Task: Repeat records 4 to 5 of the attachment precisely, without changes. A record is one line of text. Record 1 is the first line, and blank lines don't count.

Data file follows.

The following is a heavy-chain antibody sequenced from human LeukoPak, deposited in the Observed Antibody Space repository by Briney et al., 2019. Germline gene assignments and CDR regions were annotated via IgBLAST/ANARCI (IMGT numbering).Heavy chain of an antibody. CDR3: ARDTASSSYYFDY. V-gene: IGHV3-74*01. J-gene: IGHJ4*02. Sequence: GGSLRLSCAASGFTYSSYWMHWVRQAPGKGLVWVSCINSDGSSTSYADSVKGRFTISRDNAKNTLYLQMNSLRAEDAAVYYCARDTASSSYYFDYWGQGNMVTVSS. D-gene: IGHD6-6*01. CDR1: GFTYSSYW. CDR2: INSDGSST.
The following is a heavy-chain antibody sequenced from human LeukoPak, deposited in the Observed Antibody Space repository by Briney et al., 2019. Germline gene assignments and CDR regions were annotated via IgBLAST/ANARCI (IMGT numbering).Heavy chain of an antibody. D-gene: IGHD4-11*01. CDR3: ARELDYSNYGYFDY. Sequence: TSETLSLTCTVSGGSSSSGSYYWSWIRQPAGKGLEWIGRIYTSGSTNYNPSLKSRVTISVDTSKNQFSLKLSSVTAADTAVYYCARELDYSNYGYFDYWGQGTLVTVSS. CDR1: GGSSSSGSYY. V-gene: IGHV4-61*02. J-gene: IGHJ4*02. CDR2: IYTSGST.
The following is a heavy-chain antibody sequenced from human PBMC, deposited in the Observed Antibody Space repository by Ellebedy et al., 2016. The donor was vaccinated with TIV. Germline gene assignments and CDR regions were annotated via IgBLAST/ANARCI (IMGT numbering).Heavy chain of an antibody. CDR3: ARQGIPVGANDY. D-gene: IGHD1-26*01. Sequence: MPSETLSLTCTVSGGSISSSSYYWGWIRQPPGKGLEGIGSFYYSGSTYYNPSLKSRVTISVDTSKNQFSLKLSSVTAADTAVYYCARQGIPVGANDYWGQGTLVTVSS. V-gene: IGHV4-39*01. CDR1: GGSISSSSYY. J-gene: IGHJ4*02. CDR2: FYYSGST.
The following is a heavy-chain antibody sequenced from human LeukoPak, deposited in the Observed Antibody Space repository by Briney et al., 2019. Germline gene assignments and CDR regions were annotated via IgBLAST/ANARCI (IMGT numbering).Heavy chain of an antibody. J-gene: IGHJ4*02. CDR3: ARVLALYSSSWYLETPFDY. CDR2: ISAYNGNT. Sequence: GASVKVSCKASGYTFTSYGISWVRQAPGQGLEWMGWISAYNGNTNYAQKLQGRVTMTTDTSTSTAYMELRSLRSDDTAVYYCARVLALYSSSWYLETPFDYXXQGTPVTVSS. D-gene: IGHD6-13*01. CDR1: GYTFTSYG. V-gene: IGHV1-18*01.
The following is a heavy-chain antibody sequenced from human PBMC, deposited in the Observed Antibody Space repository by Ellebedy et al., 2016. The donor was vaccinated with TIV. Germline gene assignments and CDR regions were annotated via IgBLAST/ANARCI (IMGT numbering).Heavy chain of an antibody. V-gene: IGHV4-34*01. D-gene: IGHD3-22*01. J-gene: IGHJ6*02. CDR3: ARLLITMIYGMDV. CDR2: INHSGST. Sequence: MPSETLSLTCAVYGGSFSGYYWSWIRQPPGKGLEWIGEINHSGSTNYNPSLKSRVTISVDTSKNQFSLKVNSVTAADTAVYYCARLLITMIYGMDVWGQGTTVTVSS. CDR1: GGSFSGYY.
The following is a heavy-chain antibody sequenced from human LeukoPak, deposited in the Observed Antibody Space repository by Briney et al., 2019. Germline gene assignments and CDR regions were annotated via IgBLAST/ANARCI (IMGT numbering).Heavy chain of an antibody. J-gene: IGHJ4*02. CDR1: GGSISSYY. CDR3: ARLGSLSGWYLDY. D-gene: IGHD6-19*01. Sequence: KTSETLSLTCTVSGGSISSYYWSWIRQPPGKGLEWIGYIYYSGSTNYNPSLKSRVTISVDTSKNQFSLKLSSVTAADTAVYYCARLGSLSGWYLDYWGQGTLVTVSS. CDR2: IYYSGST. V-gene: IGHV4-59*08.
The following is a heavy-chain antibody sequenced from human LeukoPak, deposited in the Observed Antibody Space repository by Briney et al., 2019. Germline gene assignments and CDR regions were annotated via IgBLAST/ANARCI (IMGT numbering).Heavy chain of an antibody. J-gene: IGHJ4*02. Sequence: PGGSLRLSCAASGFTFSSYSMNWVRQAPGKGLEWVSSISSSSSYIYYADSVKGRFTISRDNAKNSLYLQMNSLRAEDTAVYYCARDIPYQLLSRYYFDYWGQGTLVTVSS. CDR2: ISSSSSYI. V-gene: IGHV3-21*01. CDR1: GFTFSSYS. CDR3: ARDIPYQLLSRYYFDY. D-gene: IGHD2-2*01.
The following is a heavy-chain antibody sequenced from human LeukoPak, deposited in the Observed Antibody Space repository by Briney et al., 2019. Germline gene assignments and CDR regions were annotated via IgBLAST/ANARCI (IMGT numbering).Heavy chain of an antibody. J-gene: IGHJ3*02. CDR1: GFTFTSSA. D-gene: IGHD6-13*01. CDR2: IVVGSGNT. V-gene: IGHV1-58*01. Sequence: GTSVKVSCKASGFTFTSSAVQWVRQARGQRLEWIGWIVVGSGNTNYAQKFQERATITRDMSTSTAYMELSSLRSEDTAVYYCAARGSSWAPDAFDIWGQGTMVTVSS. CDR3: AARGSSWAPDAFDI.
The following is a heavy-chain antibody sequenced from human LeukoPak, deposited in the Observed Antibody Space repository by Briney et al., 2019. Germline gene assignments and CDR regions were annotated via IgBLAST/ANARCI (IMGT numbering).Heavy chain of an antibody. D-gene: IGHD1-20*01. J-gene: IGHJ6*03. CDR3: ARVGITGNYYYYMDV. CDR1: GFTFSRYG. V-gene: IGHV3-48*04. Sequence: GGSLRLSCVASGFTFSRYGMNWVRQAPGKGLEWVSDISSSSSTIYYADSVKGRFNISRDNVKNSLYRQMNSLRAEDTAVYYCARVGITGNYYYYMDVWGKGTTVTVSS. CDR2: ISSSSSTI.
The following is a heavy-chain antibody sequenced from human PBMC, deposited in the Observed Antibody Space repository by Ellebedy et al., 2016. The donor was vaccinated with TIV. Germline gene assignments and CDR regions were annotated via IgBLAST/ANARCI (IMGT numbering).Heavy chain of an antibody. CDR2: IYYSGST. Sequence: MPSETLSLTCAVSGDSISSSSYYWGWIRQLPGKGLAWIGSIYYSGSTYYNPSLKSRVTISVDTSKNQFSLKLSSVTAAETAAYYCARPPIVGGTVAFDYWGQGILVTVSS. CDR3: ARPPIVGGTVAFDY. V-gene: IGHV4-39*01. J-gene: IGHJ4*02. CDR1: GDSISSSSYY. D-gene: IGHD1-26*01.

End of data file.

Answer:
The following is a heavy-chain antibody sequenced from human LeukoPak, deposited in the Observed Antibody Space repository by Briney et al., 2019. Germline gene assignments and CDR regions were annotated via IgBLAST/ANARCI (IMGT numbering).Heavy chain of an antibody. J-gene: IGHJ4*02. CDR3: ARVLALYSSSWYLETPFDY. CDR2: ISAYNGNT. Sequence: GASVKVSCKASGYTFTSYGISWVRQAPGQGLEWMGWISAYNGNTNYAQKLQGRVTMTTDTSTSTAYMELRSLRSDDTAVYYCARVLALYSSSWYLETPFDYXXQGTPVTVSS. D-gene: IGHD6-13*01. CDR1: GYTFTSYG. V-gene: IGHV1-18*01.
The following is a heavy-chain antibody sequenced from human PBMC, deposited in the Observed Antibody Space repository by Ellebedy et al., 2016. The donor was vaccinated with TIV. Germline gene assignments and CDR regions were annotated via IgBLAST/ANARCI (IMGT numbering).Heavy chain of an antibody. V-gene: IGHV4-34*01. D-gene: IGHD3-22*01. J-gene: IGHJ6*02. CDR3: ARLLITMIYGMDV. CDR2: INHSGST. Sequence: MPSETLSLTCAVYGGSFSGYYWSWIRQPPGKGLEWIGEINHSGSTNYNPSLKSRVTISVDTSKNQFSLKVNSVTAADTAVYYCARLLITMIYGMDVWGQGTTVTVSS. CDR1: GGSFSGYY.